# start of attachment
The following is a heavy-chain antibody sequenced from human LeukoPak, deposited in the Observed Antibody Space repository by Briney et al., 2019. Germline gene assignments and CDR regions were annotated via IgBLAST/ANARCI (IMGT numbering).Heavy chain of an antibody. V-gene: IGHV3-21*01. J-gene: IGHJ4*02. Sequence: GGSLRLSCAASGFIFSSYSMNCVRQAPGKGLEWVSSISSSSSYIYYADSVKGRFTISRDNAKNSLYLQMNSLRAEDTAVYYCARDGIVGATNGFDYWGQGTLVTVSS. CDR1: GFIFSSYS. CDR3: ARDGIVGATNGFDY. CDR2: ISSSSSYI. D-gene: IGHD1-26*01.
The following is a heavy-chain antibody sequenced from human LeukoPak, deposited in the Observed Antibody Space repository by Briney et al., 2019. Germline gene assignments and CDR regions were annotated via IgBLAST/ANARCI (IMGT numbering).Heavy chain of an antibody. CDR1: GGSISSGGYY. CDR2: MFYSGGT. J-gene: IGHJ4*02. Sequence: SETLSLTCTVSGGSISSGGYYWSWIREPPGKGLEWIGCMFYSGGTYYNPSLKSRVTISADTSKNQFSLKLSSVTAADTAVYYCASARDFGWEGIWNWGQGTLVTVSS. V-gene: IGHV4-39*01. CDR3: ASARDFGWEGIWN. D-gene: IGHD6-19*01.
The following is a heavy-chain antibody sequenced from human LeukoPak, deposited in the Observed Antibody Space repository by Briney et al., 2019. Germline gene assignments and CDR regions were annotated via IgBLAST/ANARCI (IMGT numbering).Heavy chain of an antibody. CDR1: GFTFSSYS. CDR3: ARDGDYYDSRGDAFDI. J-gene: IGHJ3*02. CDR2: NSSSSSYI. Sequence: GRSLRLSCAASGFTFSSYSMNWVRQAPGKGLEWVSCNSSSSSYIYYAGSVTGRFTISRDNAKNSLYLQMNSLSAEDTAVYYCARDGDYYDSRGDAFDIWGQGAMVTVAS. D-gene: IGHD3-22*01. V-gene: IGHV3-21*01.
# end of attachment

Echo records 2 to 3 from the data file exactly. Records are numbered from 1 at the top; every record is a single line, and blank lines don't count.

The following is a heavy-chain antibody sequenced from human LeukoPak, deposited in the Observed Antibody Space repository by Briney et al., 2019. Germline gene assignments and CDR regions were annotated via IgBLAST/ANARCI (IMGT numbering).Heavy chain of an antibody. CDR1: GGSISSGGYY. CDR2: MFYSGGT. J-gene: IGHJ4*02. Sequence: SETLSLTCTVSGGSISSGGYYWSWIREPPGKGLEWIGCMFYSGGTYYNPSLKSRVTISADTSKNQFSLKLSSVTAADTAVYYCASARDFGWEGIWNWGQGTLVTVSS. V-gene: IGHV4-39*01. CDR3: ASARDFGWEGIWN. D-gene: IGHD6-19*01.
The following is a heavy-chain antibody sequenced from human LeukoPak, deposited in the Observed Antibody Space repository by Briney et al., 2019. Germline gene assignments and CDR regions were annotated via IgBLAST/ANARCI (IMGT numbering).Heavy chain of an antibody. CDR1: GFTFSSYS. CDR3: ARDGDYYDSRGDAFDI. J-gene: IGHJ3*02. CDR2: NSSSSSYI. Sequence: GRSLRLSCAASGFTFSSYSMNWVRQAPGKGLEWVSCNSSSSSYIYYAGSVTGRFTISRDNAKNSLYLQMNSLSAEDTAVYYCARDGDYYDSRGDAFDIWGQGAMVTVAS. D-gene: IGHD3-22*01. V-gene: IGHV3-21*01.